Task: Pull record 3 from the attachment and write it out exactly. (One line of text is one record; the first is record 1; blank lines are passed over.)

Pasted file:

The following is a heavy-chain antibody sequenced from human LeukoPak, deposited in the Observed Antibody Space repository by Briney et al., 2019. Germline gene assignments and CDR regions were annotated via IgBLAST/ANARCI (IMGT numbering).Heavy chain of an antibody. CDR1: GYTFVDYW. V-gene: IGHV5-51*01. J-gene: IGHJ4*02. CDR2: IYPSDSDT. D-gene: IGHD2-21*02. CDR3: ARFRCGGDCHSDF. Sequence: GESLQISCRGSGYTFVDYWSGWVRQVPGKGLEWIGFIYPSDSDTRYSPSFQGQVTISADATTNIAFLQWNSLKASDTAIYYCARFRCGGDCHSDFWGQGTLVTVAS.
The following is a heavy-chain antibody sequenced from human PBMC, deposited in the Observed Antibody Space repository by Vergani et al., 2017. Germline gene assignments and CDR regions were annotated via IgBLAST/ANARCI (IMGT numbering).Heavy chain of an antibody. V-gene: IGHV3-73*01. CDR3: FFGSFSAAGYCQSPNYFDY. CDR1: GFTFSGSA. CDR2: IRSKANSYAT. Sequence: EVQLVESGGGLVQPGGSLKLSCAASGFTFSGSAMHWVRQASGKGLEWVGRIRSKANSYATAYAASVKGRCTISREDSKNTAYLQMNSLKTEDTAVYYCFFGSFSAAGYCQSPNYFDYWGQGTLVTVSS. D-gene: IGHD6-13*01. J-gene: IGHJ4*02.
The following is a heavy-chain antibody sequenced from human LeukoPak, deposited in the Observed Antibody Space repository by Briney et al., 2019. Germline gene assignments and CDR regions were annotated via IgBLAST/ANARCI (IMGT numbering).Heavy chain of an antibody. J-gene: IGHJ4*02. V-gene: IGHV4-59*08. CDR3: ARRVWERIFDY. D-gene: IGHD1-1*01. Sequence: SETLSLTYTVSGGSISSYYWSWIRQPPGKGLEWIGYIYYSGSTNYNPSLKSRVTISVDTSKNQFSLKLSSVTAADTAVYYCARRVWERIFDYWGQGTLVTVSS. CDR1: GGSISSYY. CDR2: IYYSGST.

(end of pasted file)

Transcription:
The following is a heavy-chain antibody sequenced from human LeukoPak, deposited in the Observed Antibody Space repository by Briney et al., 2019. Germline gene assignments and CDR regions were annotated via IgBLAST/ANARCI (IMGT numbering).Heavy chain of an antibody. J-gene: IGHJ4*02. V-gene: IGHV4-59*08. CDR3: ARRVWERIFDY. D-gene: IGHD1-1*01. Sequence: SETLSLTYTVSGGSISSYYWSWIRQPPGKGLEWIGYIYYSGSTNYNPSLKSRVTISVDTSKNQFSLKLSSVTAADTAVYYCARRVWERIFDYWGQGTLVTVSS. CDR1: GGSISSYY. CDR2: IYYSGST.